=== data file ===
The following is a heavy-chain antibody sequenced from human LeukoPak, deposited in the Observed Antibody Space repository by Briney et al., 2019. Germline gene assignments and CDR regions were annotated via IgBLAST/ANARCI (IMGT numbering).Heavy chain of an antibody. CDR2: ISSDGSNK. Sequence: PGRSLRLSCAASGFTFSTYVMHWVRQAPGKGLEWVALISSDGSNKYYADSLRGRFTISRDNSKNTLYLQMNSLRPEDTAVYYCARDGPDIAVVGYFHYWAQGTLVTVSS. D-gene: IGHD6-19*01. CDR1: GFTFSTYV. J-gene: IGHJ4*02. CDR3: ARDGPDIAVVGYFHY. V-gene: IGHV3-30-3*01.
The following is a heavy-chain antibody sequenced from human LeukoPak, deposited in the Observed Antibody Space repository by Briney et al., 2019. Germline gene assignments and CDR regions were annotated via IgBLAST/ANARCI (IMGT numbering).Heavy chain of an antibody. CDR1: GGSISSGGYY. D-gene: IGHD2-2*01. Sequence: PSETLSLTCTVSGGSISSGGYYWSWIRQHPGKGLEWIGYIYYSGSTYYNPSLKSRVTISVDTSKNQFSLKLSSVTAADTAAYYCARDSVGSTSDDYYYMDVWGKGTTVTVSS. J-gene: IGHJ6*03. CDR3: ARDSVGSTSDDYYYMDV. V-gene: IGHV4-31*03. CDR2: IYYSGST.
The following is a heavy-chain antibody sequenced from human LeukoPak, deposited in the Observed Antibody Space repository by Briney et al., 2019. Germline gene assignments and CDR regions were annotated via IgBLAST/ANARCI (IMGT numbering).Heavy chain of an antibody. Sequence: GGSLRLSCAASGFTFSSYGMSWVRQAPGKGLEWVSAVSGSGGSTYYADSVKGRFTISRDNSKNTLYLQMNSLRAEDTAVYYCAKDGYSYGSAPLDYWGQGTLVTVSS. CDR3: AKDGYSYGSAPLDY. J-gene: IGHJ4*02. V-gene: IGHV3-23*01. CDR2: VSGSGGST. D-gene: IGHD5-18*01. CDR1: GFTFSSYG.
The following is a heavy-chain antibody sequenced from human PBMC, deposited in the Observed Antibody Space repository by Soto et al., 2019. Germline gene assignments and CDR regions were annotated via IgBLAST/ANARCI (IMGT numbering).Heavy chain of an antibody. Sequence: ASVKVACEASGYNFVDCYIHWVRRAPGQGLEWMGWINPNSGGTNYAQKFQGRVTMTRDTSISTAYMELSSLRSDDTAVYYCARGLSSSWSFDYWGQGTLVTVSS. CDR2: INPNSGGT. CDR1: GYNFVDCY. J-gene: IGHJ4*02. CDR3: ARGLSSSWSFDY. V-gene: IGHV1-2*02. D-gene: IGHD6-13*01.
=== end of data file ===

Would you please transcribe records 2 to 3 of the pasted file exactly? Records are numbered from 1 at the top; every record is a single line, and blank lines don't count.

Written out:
The following is a heavy-chain antibody sequenced from human LeukoPak, deposited in the Observed Antibody Space repository by Briney et al., 2019. Germline gene assignments and CDR regions were annotated via IgBLAST/ANARCI (IMGT numbering).Heavy chain of an antibody. CDR1: GGSISSGGYY. D-gene: IGHD2-2*01. Sequence: PSETLSLTCTVSGGSISSGGYYWSWIRQHPGKGLEWIGYIYYSGSTYYNPSLKSRVTISVDTSKNQFSLKLSSVTAADTAAYYCARDSVGSTSDDYYYMDVWGKGTTVTVSS. J-gene: IGHJ6*03. CDR3: ARDSVGSTSDDYYYMDV. V-gene: IGHV4-31*03. CDR2: IYYSGST.
The following is a heavy-chain antibody sequenced from human LeukoPak, deposited in the Observed Antibody Space repository by Briney et al., 2019. Germline gene assignments and CDR regions were annotated via IgBLAST/ANARCI (IMGT numbering).Heavy chain of an antibody. Sequence: GGSLRLSCAASGFTFSSYGMSWVRQAPGKGLEWVSAVSGSGGSTYYADSVKGRFTISRDNSKNTLYLQMNSLRAEDTAVYYCAKDGYSYGSAPLDYWGQGTLVTVSS. CDR3: AKDGYSYGSAPLDY. J-gene: IGHJ4*02. V-gene: IGHV3-23*01. CDR2: VSGSGGST. D-gene: IGHD5-18*01. CDR1: GFTFSSYG.